I auditioned for several comedy groups and was rejected by all of them. Now, when I see the members of the groups on the street, I’m kind of embarrassed and I’m not really sure what to do. I would make a joke about it, but clearly I’m not funny. Help!

Members of improv groups are known for their quick reactions. Try kicking one of them in the shins and see how quickly they react!

Seriously, though, I know it can be awkward to see people on campus who you believe have rejected you. But you shouldn’t take it too personally. Quite often you’ll find that casting decisions are based on a variety of factors, not just whether you’re funny. These groups may have been able to take only one or two new members this year. Or maybe they found your personality to be abrasive and disturbing. Whatever influenced the final outcome, you should rest assured that your talent was probably only one of the many variables they had to weigh before they decided that you just weren’t Purple Crayon material (or Exit Players, or Viola Question, or Just Add Water).

What I would suggest is that, if you see these members on your way to class, don’t feel like you have to run and hide from them. Say “Hello,” if that’s what you’re comfortable with. You really only interacted with these people for a few days, so I don’t think you’re under any obligation to go out of your way to be friendly. Eventually, they’ll forget who you are, you won’t feel so awkward when you bump into them, and then it’s time for your final move: Show up at one of their shows, and, when they ask the audience for suggestions, yell out, “Oh, so now you need my help?!” -L.G.

Ouch. Not one? That’s funny, actually. You should go on the road with your failure — I’d laugh and maybe pay $2. Oh yeah, you have a question. Well, these are entirely social organizations and you might have been funny, in all honesty, but you had a harelip or gross malocclusion or other disfiguring atrocity. Talent doesn’t always play a role in this. Think a cappella — they just didn’t want to hook up with you. And that’s OK.

You might still be able to be their friend, but don’t expect anything sexual. Actually, I wouldn’t suggest saying “hello.” They might be drunk and yell “Scene!” in your face, or try to monkey wrestle. Just walk by briskly, pull your collar up, and perhaps spit at them after you’ve passed. Hopefully you’re a Group IV kid and attractiveness and comic ability will have nothing to do with your Yale career.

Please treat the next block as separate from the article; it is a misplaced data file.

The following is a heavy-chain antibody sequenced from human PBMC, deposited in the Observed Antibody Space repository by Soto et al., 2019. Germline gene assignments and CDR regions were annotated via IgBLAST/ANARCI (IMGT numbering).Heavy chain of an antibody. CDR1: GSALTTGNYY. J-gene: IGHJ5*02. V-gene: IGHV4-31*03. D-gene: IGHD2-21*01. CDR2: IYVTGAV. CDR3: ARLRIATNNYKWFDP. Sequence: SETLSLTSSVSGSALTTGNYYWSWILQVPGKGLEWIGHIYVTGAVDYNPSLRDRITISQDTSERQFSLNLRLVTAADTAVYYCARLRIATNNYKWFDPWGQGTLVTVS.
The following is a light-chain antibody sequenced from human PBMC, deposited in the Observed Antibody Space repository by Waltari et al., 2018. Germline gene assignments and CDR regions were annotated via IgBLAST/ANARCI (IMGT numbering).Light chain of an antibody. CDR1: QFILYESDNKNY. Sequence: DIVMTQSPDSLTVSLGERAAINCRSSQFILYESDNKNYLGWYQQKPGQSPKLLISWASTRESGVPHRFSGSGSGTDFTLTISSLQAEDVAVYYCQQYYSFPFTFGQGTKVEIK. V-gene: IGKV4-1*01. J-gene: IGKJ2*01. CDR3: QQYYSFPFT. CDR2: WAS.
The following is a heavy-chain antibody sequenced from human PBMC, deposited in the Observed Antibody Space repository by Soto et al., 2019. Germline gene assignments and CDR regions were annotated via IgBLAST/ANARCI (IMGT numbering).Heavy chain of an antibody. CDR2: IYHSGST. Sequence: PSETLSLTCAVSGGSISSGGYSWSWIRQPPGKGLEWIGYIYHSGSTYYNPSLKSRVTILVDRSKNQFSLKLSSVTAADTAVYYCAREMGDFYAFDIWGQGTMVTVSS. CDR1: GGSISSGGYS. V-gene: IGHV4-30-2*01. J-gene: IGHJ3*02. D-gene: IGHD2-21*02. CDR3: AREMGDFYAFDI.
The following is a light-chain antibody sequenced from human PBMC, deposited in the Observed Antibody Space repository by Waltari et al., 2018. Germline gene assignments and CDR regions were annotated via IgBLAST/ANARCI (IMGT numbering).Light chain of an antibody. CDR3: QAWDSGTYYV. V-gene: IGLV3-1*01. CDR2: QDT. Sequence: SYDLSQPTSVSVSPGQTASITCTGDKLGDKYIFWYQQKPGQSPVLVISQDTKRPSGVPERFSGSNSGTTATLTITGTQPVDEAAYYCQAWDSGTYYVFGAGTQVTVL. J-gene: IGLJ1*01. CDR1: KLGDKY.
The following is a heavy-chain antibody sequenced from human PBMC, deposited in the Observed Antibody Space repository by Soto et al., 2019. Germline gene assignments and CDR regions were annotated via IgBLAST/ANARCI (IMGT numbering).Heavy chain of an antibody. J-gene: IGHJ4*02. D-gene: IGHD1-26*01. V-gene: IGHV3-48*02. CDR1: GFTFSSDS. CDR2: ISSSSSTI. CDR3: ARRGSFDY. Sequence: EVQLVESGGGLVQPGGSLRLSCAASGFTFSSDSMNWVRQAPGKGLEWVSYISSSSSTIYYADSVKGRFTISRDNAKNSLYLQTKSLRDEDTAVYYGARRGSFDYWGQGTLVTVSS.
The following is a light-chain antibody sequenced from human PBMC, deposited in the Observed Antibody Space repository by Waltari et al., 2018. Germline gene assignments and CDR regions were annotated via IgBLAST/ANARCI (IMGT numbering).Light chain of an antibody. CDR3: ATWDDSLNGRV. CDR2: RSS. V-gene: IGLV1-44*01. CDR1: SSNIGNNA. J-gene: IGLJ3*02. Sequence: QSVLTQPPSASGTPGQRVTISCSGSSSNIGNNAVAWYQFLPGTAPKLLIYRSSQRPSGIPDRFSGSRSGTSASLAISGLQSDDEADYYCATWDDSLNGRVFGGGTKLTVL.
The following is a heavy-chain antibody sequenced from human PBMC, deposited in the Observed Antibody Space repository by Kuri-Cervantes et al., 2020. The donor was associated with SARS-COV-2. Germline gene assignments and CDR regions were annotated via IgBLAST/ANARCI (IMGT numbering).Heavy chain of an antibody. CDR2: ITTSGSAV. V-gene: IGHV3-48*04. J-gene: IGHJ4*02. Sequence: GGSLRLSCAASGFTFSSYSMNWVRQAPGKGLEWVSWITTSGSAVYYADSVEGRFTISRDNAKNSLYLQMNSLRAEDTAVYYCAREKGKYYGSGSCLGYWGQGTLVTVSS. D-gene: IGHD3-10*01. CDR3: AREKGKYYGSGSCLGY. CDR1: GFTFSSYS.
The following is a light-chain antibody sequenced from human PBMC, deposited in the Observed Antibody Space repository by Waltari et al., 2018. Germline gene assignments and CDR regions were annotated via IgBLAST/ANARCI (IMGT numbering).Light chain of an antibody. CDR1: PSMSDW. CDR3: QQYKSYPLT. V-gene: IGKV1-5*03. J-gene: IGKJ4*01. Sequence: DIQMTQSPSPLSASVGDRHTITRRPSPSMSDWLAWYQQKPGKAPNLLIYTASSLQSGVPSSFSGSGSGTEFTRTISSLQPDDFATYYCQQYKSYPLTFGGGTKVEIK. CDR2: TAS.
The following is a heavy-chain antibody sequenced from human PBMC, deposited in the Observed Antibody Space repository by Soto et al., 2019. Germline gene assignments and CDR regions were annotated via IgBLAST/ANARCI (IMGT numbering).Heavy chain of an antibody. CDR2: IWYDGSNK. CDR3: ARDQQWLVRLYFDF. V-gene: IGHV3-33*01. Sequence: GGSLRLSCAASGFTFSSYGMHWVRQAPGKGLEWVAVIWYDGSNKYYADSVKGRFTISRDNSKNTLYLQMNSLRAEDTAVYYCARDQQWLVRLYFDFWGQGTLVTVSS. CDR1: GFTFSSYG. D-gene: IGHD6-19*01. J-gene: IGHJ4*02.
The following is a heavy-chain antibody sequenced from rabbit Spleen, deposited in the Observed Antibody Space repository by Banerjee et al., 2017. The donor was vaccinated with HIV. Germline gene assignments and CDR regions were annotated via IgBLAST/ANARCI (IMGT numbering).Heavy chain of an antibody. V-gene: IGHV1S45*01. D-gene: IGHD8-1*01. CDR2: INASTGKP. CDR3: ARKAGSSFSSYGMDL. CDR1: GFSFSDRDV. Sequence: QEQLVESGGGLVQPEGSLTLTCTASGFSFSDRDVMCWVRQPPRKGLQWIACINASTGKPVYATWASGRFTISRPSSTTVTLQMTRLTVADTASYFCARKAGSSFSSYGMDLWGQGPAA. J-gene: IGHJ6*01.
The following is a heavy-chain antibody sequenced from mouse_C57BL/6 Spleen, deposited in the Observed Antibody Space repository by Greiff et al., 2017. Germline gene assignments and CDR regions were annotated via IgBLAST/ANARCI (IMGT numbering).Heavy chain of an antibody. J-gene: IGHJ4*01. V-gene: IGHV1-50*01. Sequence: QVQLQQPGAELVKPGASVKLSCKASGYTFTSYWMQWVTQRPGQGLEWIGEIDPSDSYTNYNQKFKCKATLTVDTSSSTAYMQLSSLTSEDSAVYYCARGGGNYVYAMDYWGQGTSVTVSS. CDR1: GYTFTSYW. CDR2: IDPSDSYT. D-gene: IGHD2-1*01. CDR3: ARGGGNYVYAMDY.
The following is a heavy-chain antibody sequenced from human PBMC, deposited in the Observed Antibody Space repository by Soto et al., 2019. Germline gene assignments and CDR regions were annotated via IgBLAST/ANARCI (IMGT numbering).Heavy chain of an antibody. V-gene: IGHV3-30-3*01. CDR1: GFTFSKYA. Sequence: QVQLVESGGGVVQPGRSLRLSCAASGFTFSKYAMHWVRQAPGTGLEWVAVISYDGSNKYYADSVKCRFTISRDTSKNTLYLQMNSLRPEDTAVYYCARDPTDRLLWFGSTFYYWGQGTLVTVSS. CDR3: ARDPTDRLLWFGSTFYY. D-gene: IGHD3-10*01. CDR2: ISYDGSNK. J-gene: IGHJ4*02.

Regardless, you’re an official Yalie now that you have failed at something. Welcome. -D.G.

With the recent barrage of lawsuits over downloading music, I have become completely paranoid about using KaZaa. I’ve deleted all of the music from my computer, but I absolutely cannot part with my porn collection. Am I going to get sued for downloading porn?

In the wake of Napster, downloading music has become a tricky legal issue. Nowadays it seems that almost anything you do on the Internet can put you before a court of law, from participating in a child pornography ring to downloading Kelly Clarkson’s hit single, “Miss Independent.” What has been made abundantly clear during the Napster trials is that downloading songs for free undermines an artist’s integrity. However, Internet porn undermines nobody’s integrity, so download all you want! In summary, downloading Christina Aguilera’s “Fighter” for your next sangria party IS illegal, whereas downloading Christina Aguilera in a comprising position with a guitar on the cover of Rolling Stone is NOT.

Still confused? Think of it this way. The Internet was not meant to allow people to be able to get as many songs by today’s popular artists as they want for free. No, sir. This would destroy the recording industry as we know it and would force bands to concentrate on creating a cohesive, well-planned album — rather than just one radio-friendly single. The Internet was created for one thing and one thing only: free porn. No one can take that away from you, not even the government. You can visit persiankitty.com secure in the knowledge that you have a God-given right to view pornography on the Internet for free. Just make sure you erase all those Justin Timberlake songs from your hard drive before the Feds come after you. -L.G.

I think your biggest concern is not being sued, but playing Xtina at your parties. We really should remedy that bit first, but one cannot imbue proper musical taste in 250 words or less. On the subject of porn, hmm — true contemplation is needed for this one. I doubt porn is all that illegal. These companies definitely dish out a hot little clip and then cut it off right before the money shot — not that I would know. So they are essentially like crack dealers — giving a little bit for free, hoping you will search out and purchase that ridiculous scene with seven bodies, three orifices, and the pinata made in the shape of Mount Rushmore. After all, you’re just dying to know what happens to Washington’s face. The ole hook-’em-like-crack-whores marketing scheme works every time. Bastards. So yeah, it’s probably okay to download those little porn clip thingies. Just stay hydrated and take breaks. Forearm cramps can really ruin a Saturday night. -D.G.